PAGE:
You may have read in the news recently that interest rates are starting to climb. As interest rates increase, it could have a ripple effect that includes the decline of property values, less folks buying homes, a surplus of homes remaining on the market and more.
As you can probably imagine, your clients may have just a few of the following questions:
- What does this mean for my family and me?
- Will there be an influx of bank-owned homes about to hit the market?
- Will this create a flood of listings on the market?
- Are we about to shift to a buyer’s market?
- Are we finally facing equilibrium?
So what do experts in the industry think about these questions and more?
Today we’re going to take a quick tour around the web to show you what some of the top journalists and researchers are saying about interest rates suddenly shifting skyward.
Marcy Gordon and Josh Boak, Associated Press
“The low rates have helped boost home sales and prices this year. But there are economic unknowns as the new administration’s economic policy starts to take shape. And constraints on home purchases like tight credit standards and affordability remain, bolstered by market expectations of further rate increases.
Steadily rising rates would ultimately limit the number of possible buyers and how much they can afford to pay. And existing homeowners who might otherwise be looking for an upgrade could choose to stay put rather than face higher interest costs.”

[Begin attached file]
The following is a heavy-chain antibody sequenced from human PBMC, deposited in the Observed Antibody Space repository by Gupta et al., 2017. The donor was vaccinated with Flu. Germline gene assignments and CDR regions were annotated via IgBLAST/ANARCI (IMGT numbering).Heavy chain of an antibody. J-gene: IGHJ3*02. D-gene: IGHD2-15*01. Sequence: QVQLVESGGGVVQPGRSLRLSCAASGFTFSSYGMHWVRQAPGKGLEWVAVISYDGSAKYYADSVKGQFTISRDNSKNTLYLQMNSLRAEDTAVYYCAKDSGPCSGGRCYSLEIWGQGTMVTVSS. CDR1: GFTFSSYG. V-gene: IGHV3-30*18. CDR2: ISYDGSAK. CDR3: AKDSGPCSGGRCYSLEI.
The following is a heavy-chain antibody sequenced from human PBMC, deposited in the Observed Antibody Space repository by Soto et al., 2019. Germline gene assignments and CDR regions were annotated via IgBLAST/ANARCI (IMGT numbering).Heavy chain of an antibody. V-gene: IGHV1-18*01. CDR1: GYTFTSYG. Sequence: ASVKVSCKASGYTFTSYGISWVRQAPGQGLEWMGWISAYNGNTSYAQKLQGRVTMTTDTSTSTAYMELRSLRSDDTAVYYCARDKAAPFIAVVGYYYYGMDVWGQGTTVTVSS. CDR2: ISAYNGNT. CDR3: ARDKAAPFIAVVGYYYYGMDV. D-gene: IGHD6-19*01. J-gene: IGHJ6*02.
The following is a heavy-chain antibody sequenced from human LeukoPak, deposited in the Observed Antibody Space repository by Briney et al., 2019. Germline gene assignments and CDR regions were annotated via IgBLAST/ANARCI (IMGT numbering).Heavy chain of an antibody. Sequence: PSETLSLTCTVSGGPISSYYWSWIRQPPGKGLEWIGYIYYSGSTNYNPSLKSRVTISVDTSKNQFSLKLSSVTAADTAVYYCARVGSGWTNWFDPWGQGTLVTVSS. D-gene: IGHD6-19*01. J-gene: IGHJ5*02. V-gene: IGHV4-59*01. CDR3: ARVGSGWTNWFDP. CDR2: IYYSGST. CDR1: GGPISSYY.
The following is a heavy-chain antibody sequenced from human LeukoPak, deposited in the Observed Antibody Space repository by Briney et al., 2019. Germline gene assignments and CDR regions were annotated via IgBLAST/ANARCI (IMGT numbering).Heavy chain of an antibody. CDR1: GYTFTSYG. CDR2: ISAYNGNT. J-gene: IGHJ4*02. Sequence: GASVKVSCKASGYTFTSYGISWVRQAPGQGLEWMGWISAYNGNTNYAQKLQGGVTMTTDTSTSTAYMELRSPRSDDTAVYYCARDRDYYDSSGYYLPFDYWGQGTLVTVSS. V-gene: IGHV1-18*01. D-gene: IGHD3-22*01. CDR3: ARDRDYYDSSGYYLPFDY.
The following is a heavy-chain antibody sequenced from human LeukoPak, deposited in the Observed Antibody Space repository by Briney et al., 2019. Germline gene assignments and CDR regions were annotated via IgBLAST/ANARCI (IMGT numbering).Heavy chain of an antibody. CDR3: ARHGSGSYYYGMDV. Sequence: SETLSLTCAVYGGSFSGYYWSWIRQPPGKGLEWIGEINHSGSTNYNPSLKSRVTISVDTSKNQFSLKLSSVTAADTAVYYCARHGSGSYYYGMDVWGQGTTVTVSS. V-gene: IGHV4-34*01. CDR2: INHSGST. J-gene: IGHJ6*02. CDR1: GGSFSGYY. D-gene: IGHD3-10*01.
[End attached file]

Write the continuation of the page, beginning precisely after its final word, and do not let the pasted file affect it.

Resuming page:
Nathan Bomey, USA TODAY
“Mortgages issued to purchase homes, rather than refinancing existing mortgages, are still humming along at an encouraging clip. Some “fence sitters” are buying now to avoid higher rates later. What’s more, the strong housing market and wage increases are encouraging many buyers to take the plunge. Even some notoriously cautious Millennials are increasingly jumping into the market. Rent increases averaging 5% might be a contributing factor for them.”
Jim Puzzanghere, Los Angeles Times
“The sudden increase has cooled the market for mortgage refinancing and is likely pushing some prospective home buyers to rethink how much house they can afford.
When mortgage rates are low and dropping, refinancing activity rises as homeowners look to replace higher-rate loans with cheaper ones. With rates now headed the other way, refinancing activity is expected to drop off in 2017, according to the Mortgage Bankers Association.”
“With mortgage rates going up, affordability is down. But affordability is still at a fairly high level. Even though mortgage rates go up doesn’t mean people will buy fewer homes.
To be sure, a sustained surge in borrowing costs could further hinder first-time purchases at a time when rising values are already hurting affordability and pricing out buyers in many markets.”
What are your thoughts on interest rates going up? We’d love to hear from you.